Tonight’s setlist:

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This Week in Texas Music History: Kris Kristofferson

Art&Seek presents This Week in Texas Music History. Every week, we’ll spotlight a different moment and the musician who made it. This week, Texas music scholar Gary Hartman honors a Texan who was a Rhodes scholar, a janitor and a helicopter pilot before becoming an award-winning songwriter and movie star.

You can also hear This Week in Texas Music History on Friday on KXT and Saturday on KERA radio. But subscribe to the podcast so you won’t miss an episode. And our thanks to KUT public radio in Austin for helping us bring this segment to you. And if you’re a music lover, be sure to check out Track by Track, the bi-weekly podcast from Paul Slavens, host of KERA radio’s 90.1 at Night.

  • Click the player to listen to the podcast:
  • Expanded online version:

Kris Kristofferson was born in Brownsville, Texas, on June 22, 1936. In 1958, he won a Rhodes Scholarship to study at Oxford University in England. In 1965, he moved to Nashville to become a professional songwriter. As a janitor at Columbia Records, he managed to pitch his songs to other artists. He also spent time as a helicopter pilot in Louisiana, flying workers to and from oil rigs in the Gulf of Mexico. By the late 1960s, Roger Miller, Johnny Cash, Ray Price, Janis Joplin and others began scoring hits with such Kristofferson tunes as “Sunday Morning Coming Down,” “Help Me Make It Through the Night,” “For the Good Times” and “Me and Bobby McGee.” Kristofferson also is a successful actor, appearing in dozens of films with Bob Dylan, Barbara Streisand, Willie Nelson and others. In 1985, Kristofferson joined Willie Nelson, Waylon Jennings and Johnny Cash to form the country super group, the Highwaymen.

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Saturday Spotlight: Independence Day

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Categorized Under: Local Events

In the Saturday Spotlight, we’re celebrating the red, white and blue. Independence Day falls on Sunday, but a lot of the celebrating will take place on Saturday. We’ve done our best to roundup the many 4th of July events happening this weekend in this handy post.

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Mark Your Calendars: Aug. 17 is Arts Advocacy Day

Guest blogger Danielle Marie Georgiou is a dance lecturer at the University of Texas Arlington. She also serves as assistant director of  UT Arlington’s Dance Ensemble.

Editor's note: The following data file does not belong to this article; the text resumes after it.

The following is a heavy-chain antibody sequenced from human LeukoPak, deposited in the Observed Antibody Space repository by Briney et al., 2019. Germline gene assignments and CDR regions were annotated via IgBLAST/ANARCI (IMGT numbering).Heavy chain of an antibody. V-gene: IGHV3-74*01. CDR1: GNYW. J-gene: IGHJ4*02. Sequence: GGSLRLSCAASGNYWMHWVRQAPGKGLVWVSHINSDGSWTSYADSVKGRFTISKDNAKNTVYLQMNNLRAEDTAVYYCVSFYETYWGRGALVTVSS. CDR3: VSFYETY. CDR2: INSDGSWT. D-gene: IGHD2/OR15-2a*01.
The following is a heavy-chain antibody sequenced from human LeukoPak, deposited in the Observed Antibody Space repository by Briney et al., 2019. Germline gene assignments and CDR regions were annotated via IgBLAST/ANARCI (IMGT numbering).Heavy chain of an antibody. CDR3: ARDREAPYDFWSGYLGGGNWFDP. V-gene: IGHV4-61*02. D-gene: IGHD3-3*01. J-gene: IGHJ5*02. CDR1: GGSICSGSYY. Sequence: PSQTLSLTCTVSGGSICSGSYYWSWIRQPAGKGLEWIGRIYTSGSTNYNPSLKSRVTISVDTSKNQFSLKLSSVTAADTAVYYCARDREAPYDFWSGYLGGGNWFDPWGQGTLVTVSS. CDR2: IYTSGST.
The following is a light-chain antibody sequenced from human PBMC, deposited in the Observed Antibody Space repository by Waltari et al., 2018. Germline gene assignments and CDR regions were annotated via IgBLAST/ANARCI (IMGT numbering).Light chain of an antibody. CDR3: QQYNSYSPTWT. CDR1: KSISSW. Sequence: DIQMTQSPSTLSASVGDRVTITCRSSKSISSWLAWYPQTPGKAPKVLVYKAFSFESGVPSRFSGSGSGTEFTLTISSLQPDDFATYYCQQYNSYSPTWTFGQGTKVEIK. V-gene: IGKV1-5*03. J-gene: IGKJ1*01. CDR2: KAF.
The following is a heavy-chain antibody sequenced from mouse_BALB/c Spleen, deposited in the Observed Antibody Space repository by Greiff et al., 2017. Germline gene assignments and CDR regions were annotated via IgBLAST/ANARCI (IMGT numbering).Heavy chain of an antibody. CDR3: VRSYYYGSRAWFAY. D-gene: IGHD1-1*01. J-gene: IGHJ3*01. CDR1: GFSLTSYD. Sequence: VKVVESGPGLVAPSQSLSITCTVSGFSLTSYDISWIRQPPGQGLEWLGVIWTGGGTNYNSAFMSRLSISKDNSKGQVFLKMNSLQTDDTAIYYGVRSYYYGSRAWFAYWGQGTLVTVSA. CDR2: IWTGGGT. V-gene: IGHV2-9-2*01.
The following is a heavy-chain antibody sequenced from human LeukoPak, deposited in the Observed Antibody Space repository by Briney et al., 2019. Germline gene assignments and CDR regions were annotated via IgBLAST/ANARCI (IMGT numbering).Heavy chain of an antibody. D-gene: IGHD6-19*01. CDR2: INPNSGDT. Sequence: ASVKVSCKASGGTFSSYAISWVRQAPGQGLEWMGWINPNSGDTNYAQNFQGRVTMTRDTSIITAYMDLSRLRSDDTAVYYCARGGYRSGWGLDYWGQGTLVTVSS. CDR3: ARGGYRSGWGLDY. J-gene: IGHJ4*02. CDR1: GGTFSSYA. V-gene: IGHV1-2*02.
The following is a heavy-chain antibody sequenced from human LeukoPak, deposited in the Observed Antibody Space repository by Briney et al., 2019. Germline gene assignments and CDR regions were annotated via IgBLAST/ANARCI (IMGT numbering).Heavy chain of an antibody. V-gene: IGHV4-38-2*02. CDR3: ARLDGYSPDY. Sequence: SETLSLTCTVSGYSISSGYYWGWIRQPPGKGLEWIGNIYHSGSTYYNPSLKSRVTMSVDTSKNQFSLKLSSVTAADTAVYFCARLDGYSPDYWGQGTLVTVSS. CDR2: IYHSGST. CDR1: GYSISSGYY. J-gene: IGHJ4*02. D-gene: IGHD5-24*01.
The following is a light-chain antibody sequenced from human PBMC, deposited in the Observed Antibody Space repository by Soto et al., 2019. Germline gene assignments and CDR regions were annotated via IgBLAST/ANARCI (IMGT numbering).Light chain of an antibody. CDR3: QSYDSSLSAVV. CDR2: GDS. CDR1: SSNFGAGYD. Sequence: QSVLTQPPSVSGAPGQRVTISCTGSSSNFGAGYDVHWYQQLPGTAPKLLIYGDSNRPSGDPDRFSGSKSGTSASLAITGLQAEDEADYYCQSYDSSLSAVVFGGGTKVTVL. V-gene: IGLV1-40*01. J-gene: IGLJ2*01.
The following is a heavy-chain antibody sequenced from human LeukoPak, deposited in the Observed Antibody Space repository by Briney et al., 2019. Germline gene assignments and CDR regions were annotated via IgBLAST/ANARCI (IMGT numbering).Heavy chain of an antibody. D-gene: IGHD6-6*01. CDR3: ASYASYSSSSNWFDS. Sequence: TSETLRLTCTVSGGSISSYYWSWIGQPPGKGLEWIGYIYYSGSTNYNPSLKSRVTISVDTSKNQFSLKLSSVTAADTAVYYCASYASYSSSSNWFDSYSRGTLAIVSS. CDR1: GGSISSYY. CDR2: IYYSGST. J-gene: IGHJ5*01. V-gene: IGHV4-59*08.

With the upcoming Dallas City Council decision to be made regarding a proposed 55 percent cut in direct funding for arts programming, the Dallas Area Cultural Advocacy Coalition (DACAC) is calling for patrons of the arts to come together and make their voices heard.

Not sure how? DACAC has a few recommendations:

  1. Attend several budget town hall meetings and urge your friends to also attend one or more meetings. You can attend any of the meetings, not just those in your district.
  2. Fill out the city’s questionnaire regarding public art and make support for arts and culture your No. 1 priority.
  3. Write or e-mail the mayor, city manager and Dallas City Council. Place special emphasis on your council member.
  4. Attend Arts Advocacy Day on Aug. 17.

Last year, the support of the citizens of Dallas helped to keep the Office of Cultural Affairs alive and kept it a free-standing organization. The great attendance at last year’s Arts Advocacy Day helped to increase awareness of the relevancy of the arts in Dallas and showed the city how much they mean to its livelihood.

Presented by the Cultural Affairs Commission, City of Dallas and the DACAC, Arts Advocacy Day is an opportunity for everyone interested in the arts to learn more about effective advocacy and the economic impact of the arts. This year’s event features two seminars: one on the efficacy of advocacy – the do’s and don’t’s – and one on how to use the media for effective advocacy. The keynote speaker is Dr. Ray Perryman.